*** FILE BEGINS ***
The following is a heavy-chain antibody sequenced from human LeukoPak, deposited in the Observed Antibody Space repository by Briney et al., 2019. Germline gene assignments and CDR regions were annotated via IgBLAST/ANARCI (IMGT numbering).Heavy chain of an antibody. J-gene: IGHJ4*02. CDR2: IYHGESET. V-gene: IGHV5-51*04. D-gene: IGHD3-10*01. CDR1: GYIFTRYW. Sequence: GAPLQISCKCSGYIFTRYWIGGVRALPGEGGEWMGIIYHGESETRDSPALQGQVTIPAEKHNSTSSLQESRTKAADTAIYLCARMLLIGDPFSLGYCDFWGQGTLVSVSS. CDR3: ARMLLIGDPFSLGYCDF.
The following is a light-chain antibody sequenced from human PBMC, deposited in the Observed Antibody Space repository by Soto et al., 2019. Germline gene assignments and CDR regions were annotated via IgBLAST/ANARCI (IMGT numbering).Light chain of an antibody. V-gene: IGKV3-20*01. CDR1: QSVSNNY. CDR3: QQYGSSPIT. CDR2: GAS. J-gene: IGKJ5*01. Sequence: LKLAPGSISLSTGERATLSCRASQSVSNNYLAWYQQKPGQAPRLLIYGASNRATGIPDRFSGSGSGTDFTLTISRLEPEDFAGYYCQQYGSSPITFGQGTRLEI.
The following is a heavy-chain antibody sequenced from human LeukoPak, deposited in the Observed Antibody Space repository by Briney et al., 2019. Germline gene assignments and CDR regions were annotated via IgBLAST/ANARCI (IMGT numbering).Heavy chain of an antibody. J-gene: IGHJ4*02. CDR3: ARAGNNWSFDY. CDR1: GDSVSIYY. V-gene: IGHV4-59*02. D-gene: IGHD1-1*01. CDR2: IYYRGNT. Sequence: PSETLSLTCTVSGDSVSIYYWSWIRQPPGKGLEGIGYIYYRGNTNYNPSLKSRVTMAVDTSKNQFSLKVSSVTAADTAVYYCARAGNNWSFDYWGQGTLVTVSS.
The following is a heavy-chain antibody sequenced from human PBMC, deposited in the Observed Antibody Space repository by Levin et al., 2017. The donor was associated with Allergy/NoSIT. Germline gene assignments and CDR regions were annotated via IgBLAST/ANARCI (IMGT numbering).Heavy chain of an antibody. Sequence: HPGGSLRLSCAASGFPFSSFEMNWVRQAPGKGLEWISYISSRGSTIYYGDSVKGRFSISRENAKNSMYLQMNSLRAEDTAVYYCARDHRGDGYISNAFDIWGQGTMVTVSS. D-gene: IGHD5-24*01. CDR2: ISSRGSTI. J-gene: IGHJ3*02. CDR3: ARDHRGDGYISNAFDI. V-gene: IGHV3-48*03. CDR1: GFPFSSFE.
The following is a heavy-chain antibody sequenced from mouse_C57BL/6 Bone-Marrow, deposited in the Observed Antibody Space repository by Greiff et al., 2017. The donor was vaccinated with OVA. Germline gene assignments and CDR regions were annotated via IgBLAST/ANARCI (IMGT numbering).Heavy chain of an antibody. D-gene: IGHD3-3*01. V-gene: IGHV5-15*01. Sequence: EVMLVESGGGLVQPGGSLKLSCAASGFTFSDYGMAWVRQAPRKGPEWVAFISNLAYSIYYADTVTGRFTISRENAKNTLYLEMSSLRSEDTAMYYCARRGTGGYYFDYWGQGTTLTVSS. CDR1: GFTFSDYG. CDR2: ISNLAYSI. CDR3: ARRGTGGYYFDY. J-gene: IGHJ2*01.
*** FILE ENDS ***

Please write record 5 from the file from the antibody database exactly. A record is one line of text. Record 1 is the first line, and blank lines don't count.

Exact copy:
The following is a heavy-chain antibody sequenced from mouse_C57BL/6 Bone-Marrow, deposited in the Observed Antibody Space repository by Greiff et al., 2017. The donor was vaccinated with OVA. Germline gene assignments and CDR regions were annotated via IgBLAST/ANARCI (IMGT numbering).Heavy chain of an antibody. D-gene: IGHD3-3*01. V-gene: IGHV5-15*01. Sequence: EVMLVESGGGLVQPGGSLKLSCAASGFTFSDYGMAWVRQAPRKGPEWVAFISNLAYSIYYADTVTGRFTISRENAKNTLYLEMSSLRSEDTAMYYCARRGTGGYYFDYWGQGTTLTVSS. CDR1: GFTFSDYG. CDR2: ISNLAYSI. CDR3: ARRGTGGYYFDY. J-gene: IGHJ2*01.